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Saturday, Sept. 26, 2009
F.A. playing it for laughs with ruling in Bellamy case
LONDON — The Football Association has rarely shown much backbone when it comes to discipline, but this week English football's governing body underlined how spineless and rudderless it is.
It is just as well it doesn't have to explain the reasons behind decisions that defy logic and go against video evidence, because it would be impossible. Arguing black was white would be easier than putting a credible case forward on why Manchester City striker Craig Bellamy was let off with a warning when a charge of violent conduct was the only reasonable option.
The F.A. is happy for the buck to stop with the referee, but for the game's credibility it should ensure there is always a natural sense of justice. It has the power to do so but too often chooses not to use it.
After last Sunday's pulsating Manchester derby, when United beat City 4-3 with a last gasp goal by Michael Owen, a fan ran onto the pitch and was restrained by stewards. The supporter was arrested for entering the playing area "without lawful authority."
Why Bellamy ran toward the fan and appeared to lash out at him only the City player knows. The best the rest of us can come up with is because he is Craig Bellamy.
City manager Mark Hughes' version was: "The guy made an aggressive move. Craig just put a defensive hand out to push him away."
Hughes did well to keep a straight face when he said that.
Assistant manager Mark Bowen said: "My take is that he thought the fella might spit in his face or something. He came very close and moved towards him. Craig, with an open hand, just pushed the fella away."
How might Bellamy have thought he was going to be spat upon?
What facial expression or body language precedes giving someone the worst kind of mouthful?
The fan would have needed to have broken the world spitting record and television footage shows Bellamy moving toward the supporter, who was being held by stewards before clocking him in the face with a clenched fist.
Referee Martin Atkinson appears to have been central to Bellamy escaping punishment after the official told the F.A. he would not have sent off the striker had he seen the incident. It will be very interesting to see what Atkinson does the next time a player runs 10 meters toward an opponent and lashes out at him.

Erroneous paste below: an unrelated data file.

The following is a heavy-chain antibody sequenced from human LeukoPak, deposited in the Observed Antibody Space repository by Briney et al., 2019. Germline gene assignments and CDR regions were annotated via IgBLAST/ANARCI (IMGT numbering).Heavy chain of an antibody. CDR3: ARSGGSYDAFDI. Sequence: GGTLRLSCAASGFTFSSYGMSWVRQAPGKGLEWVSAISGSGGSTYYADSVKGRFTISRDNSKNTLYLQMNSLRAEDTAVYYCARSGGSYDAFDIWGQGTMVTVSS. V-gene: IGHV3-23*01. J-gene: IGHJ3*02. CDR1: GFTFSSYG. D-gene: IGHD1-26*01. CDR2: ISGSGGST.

Atkinson is one of our better referees, and I have no idea if he was put under any "political pressure" to reach his baffling conclusion, but he has made a huge rod for his own back.
But apparently Bellamy's actions did not constitute violent conduct, and had he done what he did to Wayne Rooney then Atkinson presumably would not have shown the City striker the red card.
Had he not dismissed Bellamy under those circumstances Atkinson would have been hauled over the coals by Keith Hackett, general manager of the select group referees.
It is impossible to escape the feeling that there have been too many controversial incidents in the early weeks of the season and the F.A. decided to sweep this under its carpet, which must soon be reaching Mount Everest proportions.
Two seasons ago the F.A. suspended Middlesbrough's Jeremie Aliadiere for four games after touching the face of an opponent — it was so light it barely constituted a slap, though the recipient acted as if Floyd Mayweather Jr. had taken up football. What Bellamy did was far, far worse in the eyes of everyone except City, which pays the Wales international's wages and does not want him suspended, and the F.A., the so-called guardian of the English game, which in its own way brings football into disrepute as much as anyone obviously guilty of violent behavior, but is merely sent to the naught step.
On Thursday came the news that the F.A. was taking no action against Javier Mascherano after the Liverpool midfielder swung an arm and caught Leeds striker Jermaine Beckford on the back of the head during the Reds' 1-0 League Cup win at Elland Road.
Referee Alan Wiley did not see the incident clearly at the time, but after studying it on video ruled that it was not worthy of a red card. The laws state that striking or attempting to strike an opponent (or anyone) is violent conduct.
While the nation seems obsessed by diving, which cannot be condoned but in my view is far less dangerous than whacking someone, the F.A. and English referees appear to have decided that what seems to be nailed on violence is in fact OK.
Christopher Davies was a longtime Premier League correspondent for the London Daily Telegraph.